How healthcare is provided and paid for in the United States is clearly moving in a new direction. Federal policies and many industry leaders are promoting a healthcare system where providers’ payments will increasingly be based on the quality care of care that they give instead of the current fee-for-service system. Payment models based on the value of care delivered instead of usage are already having major impacts on the healthcare sector. Some issues created by the changing landscape include: how do payers determine the best ways to achieve effective and cost-efficient payment models, what will be the impact of the new payment models on fraud and improper payments and how will technology investments in electronic health record systems along with greater patient involvement in their health, change how healthcare is provided? This track will explore the transformation taking place across government and commercial healthcare, show how cost savings and improved patient outcomes can be realized through the use of analytics, mobility and other IT investments and demonstrate ways to help ensure that appropriate privacy and security safeguards are in place to protect personal health information in this changing environment.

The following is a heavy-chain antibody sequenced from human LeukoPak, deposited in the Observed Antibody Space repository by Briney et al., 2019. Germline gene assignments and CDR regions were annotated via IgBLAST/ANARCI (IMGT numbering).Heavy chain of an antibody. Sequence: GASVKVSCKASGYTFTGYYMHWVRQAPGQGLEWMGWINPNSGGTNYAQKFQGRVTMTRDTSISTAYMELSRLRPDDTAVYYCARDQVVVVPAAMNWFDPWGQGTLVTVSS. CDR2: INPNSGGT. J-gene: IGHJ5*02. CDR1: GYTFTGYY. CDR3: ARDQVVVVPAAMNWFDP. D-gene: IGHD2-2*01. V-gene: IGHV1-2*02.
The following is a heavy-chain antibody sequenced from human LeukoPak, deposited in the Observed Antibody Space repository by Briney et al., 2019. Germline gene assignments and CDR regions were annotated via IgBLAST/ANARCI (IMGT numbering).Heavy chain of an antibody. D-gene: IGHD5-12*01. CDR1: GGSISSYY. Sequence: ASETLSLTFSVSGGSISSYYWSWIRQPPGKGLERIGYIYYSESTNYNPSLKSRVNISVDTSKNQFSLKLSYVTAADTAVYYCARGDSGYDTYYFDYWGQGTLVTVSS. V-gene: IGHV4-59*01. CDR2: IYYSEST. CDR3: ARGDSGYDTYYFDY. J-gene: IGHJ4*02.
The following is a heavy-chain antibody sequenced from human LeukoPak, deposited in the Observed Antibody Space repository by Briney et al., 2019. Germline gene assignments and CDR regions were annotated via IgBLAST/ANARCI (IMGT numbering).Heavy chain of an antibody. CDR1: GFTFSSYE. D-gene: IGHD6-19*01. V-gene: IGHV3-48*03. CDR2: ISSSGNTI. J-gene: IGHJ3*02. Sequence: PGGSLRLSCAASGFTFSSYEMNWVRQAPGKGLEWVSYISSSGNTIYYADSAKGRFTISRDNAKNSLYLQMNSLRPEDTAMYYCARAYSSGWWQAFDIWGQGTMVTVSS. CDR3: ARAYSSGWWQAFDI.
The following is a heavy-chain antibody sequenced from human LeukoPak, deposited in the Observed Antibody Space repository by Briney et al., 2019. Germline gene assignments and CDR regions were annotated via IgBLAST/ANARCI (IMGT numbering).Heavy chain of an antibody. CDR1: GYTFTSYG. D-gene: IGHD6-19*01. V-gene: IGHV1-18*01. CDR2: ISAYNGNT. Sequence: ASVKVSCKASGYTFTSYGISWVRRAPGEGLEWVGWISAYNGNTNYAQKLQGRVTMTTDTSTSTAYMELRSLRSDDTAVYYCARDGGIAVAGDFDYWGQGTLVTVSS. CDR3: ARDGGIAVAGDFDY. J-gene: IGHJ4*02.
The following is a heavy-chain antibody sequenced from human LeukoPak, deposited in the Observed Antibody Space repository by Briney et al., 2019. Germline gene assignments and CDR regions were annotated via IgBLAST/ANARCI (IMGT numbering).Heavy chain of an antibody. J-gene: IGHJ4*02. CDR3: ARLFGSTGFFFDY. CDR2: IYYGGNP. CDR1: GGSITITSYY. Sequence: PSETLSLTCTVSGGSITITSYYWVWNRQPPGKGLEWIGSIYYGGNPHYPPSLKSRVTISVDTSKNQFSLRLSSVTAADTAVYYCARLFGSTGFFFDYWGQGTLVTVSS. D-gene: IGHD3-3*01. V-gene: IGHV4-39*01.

10:50 - 11:20 AM
Fireside Chat: The Challenges of Implementing Payment Reform
This session will discuss how payment reforms are changing the traditional healthcare models and the role of new technologies can play in helping to facilitate those changes. The focus of payment reform initiatives is to move healthcare away from the traditional fee-for-service system to a performance based system that links payment to the quality and efficiency of care provided. Today payers and providers face major challenges in dealing with an increasingly hybrid system of payment with multiple new care models. This session will discuss the challenges of the rapidly changing environment but also the opportunities that new technologies can provide through better data analytics and other tools to create a better US health system.